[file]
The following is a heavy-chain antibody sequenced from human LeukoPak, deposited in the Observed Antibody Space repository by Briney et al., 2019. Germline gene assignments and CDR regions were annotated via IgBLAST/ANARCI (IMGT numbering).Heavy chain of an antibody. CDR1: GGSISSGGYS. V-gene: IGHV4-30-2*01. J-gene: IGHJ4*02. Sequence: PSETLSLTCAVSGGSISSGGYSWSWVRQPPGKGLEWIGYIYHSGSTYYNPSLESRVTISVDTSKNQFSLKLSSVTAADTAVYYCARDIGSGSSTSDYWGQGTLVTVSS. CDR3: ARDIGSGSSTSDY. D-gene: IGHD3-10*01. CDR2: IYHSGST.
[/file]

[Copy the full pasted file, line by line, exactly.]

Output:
The following is a heavy-chain antibody sequenced from human LeukoPak, deposited in the Observed Antibody Space repository by Briney et al., 2019. Germline gene assignments and CDR regions were annotated via IgBLAST/ANARCI (IMGT numbering).Heavy chain of an antibody. CDR1: GGSISSGGYS. V-gene: IGHV4-30-2*01. J-gene: IGHJ4*02. Sequence: PSETLSLTCAVSGGSISSGGYSWSWVRQPPGKGLEWIGYIYHSGSTYYNPSLESRVTISVDTSKNQFSLKLSSVTAADTAVYYCARDIGSGSSTSDYWGQGTLVTVSS. CDR3: ARDIGSGSSTSDY. D-gene: IGHD3-10*01. CDR2: IYHSGST.